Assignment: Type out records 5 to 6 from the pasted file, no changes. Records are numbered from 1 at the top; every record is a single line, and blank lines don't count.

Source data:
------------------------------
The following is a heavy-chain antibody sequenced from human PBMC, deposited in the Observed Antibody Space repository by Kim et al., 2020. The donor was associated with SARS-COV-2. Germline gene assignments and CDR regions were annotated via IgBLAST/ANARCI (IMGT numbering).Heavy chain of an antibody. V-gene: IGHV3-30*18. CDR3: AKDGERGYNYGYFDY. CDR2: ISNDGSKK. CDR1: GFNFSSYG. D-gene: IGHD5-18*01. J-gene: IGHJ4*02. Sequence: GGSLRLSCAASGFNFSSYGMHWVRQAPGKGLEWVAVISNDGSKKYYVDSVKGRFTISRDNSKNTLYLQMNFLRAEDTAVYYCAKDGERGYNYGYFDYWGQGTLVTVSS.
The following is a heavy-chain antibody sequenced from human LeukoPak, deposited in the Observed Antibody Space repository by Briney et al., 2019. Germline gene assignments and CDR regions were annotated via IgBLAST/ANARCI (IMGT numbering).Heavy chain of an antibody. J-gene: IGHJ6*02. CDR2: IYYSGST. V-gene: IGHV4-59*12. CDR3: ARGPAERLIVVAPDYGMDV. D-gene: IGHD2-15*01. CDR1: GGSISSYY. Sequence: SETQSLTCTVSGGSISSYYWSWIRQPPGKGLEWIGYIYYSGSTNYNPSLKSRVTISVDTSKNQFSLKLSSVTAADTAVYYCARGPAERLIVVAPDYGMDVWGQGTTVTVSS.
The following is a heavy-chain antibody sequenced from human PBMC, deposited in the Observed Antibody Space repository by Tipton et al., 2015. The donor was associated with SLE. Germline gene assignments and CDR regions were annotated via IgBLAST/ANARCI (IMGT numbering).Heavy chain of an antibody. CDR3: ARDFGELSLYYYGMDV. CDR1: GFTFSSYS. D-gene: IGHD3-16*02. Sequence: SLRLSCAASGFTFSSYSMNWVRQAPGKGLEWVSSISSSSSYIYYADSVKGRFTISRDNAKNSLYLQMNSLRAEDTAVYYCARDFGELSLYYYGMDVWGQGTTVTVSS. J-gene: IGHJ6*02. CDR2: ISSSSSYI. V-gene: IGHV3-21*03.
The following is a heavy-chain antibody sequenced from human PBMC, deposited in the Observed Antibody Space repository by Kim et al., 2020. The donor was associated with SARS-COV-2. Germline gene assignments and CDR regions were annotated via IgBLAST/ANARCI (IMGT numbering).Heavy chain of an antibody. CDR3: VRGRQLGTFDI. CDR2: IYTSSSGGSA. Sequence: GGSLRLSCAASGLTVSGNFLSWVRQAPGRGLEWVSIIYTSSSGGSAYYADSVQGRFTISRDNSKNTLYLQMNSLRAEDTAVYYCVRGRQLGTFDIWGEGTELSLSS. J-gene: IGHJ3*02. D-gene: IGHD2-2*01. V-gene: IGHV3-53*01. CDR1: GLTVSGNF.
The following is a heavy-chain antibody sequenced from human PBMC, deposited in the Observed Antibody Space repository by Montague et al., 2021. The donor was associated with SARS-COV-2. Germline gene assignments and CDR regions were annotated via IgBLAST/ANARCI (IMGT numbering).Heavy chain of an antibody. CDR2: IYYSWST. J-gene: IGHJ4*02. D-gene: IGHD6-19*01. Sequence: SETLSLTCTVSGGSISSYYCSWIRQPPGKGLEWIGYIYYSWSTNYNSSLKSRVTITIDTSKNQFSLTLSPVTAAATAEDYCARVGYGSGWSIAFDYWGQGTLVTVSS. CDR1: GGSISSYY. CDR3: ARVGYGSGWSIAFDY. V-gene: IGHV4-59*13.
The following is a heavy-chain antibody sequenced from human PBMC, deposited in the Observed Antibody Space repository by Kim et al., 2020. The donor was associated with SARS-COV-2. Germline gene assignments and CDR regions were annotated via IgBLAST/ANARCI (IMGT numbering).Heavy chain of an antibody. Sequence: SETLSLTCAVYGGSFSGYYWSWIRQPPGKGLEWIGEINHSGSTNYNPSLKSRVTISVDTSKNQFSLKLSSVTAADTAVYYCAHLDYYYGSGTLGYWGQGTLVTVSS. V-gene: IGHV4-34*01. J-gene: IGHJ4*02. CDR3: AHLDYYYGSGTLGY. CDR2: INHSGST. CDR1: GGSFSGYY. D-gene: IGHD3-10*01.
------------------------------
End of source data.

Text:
The following is a heavy-chain antibody sequenced from human PBMC, deposited in the Observed Antibody Space repository by Montague et al., 2021. The donor was associated with SARS-COV-2. Germline gene assignments and CDR regions were annotated via IgBLAST/ANARCI (IMGT numbering).Heavy chain of an antibody. CDR2: IYYSWST. J-gene: IGHJ4*02. D-gene: IGHD6-19*01. Sequence: SETLSLTCTVSGGSISSYYCSWIRQPPGKGLEWIGYIYYSWSTNYNSSLKSRVTITIDTSKNQFSLTLSPVTAAATAEDYCARVGYGSGWSIAFDYWGQGTLVTVSS. CDR1: GGSISSYY. CDR3: ARVGYGSGWSIAFDY. V-gene: IGHV4-59*13.
The following is a heavy-chain antibody sequenced from human PBMC, deposited in the Observed Antibody Space repository by Kim et al., 2020. The donor was associated with SARS-COV-2. Germline gene assignments and CDR regions were annotated via IgBLAST/ANARCI (IMGT numbering).Heavy chain of an antibody. Sequence: SETLSLTCAVYGGSFSGYYWSWIRQPPGKGLEWIGEINHSGSTNYNPSLKSRVTISVDTSKNQFSLKLSSVTAADTAVYYCAHLDYYYGSGTLGYWGQGTLVTVSS. V-gene: IGHV4-34*01. J-gene: IGHJ4*02. CDR3: AHLDYYYGSGTLGY. CDR2: INHSGST. CDR1: GGSFSGYY. D-gene: IGHD3-10*01.